Generous St Albans man opens his second charity shop

PUBLISHED: 13:52 13 May 2011

Mohammed Akhtar opens new furniture charity shop in Hatfield Road, St Albans.

Mohammed Akhtar opens new furniture charity shop in Hatfield Road, St Albans.

Archant

A MOVING trip to Africa has prompted a retired St Albans businessman to open his second charity shop to help establish a much-needed school for the deaf in Gambia.

Based on Hatfield Road, the Kadect Charity Shop is the next stage of Mohammed Akhtar’s journey to open Gambia’s second deaf school, after visiting there in February and being deeply moved by the poverty he witnessed.

Mr Akhtar has already established a school in Kashmir with the funds raised from his first charity shop also located on Hatfield Road (101).

The latest store, at number 169, opened on April 26 and has already attracted a steady crowd of customers and the generosity of the donations has overwhelmed the humble Mr Akhtar who previously ran the Madina General Stores for 40 years, 15 of which were spent on Hatfield Road.

He said: “The other charity shop is doing very well and after seeing the friendly people of Gambia, who still live their lives with a smile on their face, I really wanted to open a second shop and help as we have done in Kashmir.

“I should say that I’m very lucky that I am able to do this because I am retired. I didn’t want to just sit at home because that would have been a waste. It’s a great opportunity to be able to help others and not everyone is able to do that. I’m very lucky.”

He closed his food store last year when supermarket giant Tesco showed an interest in moving into his property and the neighbouring book store to open an express store.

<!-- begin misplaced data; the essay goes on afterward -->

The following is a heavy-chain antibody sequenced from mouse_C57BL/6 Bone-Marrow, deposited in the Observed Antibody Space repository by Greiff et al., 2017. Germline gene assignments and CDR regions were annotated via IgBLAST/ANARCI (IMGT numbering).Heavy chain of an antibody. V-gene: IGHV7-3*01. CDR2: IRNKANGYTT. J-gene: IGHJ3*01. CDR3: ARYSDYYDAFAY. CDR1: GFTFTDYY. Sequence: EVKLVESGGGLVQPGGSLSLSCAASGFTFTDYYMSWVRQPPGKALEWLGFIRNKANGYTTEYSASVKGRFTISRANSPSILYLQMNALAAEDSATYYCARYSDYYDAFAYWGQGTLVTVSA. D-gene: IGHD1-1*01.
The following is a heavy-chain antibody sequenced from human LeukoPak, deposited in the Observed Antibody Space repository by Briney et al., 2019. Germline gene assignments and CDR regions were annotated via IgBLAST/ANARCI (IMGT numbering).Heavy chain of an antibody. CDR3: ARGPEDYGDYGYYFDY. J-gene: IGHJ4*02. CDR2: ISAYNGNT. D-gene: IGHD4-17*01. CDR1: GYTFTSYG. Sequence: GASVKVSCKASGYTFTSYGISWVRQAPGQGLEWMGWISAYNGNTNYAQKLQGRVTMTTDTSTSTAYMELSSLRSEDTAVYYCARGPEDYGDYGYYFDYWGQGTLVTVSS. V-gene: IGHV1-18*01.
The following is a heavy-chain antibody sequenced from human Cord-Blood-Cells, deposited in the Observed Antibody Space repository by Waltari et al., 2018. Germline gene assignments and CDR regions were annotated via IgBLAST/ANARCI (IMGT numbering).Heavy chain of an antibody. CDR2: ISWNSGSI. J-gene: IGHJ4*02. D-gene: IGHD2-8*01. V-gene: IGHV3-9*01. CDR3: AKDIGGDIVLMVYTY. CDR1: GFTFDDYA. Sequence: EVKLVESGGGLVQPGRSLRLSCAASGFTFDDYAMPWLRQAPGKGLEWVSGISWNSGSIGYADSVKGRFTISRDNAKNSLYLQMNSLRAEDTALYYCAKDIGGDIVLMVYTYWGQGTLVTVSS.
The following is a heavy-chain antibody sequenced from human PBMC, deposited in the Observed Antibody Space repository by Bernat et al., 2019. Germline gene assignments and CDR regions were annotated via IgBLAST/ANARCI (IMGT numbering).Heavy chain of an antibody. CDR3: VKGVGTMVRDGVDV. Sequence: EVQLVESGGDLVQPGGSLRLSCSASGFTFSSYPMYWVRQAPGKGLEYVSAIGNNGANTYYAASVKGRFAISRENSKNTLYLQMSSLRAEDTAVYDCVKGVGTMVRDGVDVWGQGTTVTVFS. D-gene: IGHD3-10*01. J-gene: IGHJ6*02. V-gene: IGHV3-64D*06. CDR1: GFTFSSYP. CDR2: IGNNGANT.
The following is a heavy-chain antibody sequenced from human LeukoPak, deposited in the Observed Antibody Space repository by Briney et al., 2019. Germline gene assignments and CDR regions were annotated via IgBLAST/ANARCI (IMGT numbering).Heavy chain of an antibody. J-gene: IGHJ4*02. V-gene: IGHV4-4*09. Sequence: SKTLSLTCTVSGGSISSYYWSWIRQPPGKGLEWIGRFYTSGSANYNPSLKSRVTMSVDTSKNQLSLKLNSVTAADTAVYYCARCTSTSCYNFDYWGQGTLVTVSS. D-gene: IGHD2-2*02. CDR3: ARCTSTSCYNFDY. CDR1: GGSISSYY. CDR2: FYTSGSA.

The new charity shop takes larger items such as furniture and anybody willing to donate can contact the store and they will collect it. They will also assist with delivery if a large item is purchased by a customer.

Money raised will go towards setting up Gambia’s second deaf school which Mr Akhtar is hoping to do by the end of the year.

Mr Akhtar added: “People are so kind and I cannot thank them enough for all their help in assisting me with the shop. Brilliant people seem to arrive when we need them. Just as we were about to open, Samantha Sawdy – our volunteer – arrived and said she’d help. God provides.”

During his travels, Mr Akhtar said he was particularly moved by a group of school boys that he met outside their school. The building was a simple hut in which all of the boys, more than 60, slept and lived, as well as had their lessons.

Mr Akhtar set up the Kashmir Deaf Children’s Charity, a registered charity, in 2001. It plans to establish an audiology clinic in Kashmir in the near future so that children can be tested and diagnosed at an early age and be fitted with a hearing aid if needed. Mr Akhtar’s daughter is deaf and he wanted to do something that would make a difference to the lives of children, now and in the future.

To find out more visit http://kadect.org/

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CountryPhile

I should probably have taken the hint! Walking out into the garden recently an unprecedented flock of thirty or more crows raucously greeted me from the treetops at the bottom of my garden. Cawing and croaking these big, black birds clung clumsily to the top most branches and twigs, jostling and flapping to stay balanced in a constant flurry of feathers. There is always something ominous about crows – they are after all carrion crows, the vultures of the bird world – always watching for scraps and weakness that might mean their next meal.

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